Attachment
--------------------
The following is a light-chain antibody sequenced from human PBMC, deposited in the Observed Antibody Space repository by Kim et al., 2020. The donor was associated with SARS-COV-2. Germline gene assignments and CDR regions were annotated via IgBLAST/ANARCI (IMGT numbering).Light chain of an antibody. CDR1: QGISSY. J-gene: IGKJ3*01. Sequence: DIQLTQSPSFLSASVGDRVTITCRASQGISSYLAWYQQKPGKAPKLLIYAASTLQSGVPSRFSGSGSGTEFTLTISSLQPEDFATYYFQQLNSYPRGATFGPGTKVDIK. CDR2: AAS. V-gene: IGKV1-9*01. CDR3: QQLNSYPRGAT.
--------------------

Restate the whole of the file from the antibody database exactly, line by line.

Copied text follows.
The following is a light-chain antibody sequenced from human PBMC, deposited in the Observed Antibody Space repository by Kim et al., 2020. The donor was associated with SARS-COV-2. Germline gene assignments and CDR regions were annotated via IgBLAST/ANARCI (IMGT numbering).Light chain of an antibody. CDR1: QGISSY. J-gene: IGKJ3*01. Sequence: DIQLTQSPSFLSASVGDRVTITCRASQGISSYLAWYQQKPGKAPKLLIYAASTLQSGVPSRFSGSGSGTEFTLTISSLQPEDFATYYFQQLNSYPRGATFGPGTKVDIK. CDR2: AAS. V-gene: IGKV1-9*01. CDR3: QQLNSYPRGAT.